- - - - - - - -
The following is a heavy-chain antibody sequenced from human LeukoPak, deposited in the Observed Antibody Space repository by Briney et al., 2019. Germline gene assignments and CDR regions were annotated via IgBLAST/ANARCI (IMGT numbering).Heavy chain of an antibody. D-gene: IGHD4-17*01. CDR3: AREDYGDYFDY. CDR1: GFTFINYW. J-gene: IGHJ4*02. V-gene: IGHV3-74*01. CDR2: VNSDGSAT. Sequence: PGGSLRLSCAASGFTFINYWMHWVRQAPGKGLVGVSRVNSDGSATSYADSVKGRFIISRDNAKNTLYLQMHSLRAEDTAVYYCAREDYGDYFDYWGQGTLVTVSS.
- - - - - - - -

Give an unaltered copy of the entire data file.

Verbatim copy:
The following is a heavy-chain antibody sequenced from human LeukoPak, deposited in the Observed Antibody Space repository by Briney et al., 2019. Germline gene assignments and CDR regions were annotated via IgBLAST/ANARCI (IMGT numbering).Heavy chain of an antibody. D-gene: IGHD4-17*01. CDR3: AREDYGDYFDY. CDR1: GFTFINYW. J-gene: IGHJ4*02. V-gene: IGHV3-74*01. CDR2: VNSDGSAT. Sequence: PGGSLRLSCAASGFTFINYWMHWVRQAPGKGLVGVSRVNSDGSATSYADSVKGRFIISRDNAKNTLYLQMHSLRAEDTAVYYCAREDYGDYFDYWGQGTLVTVSS.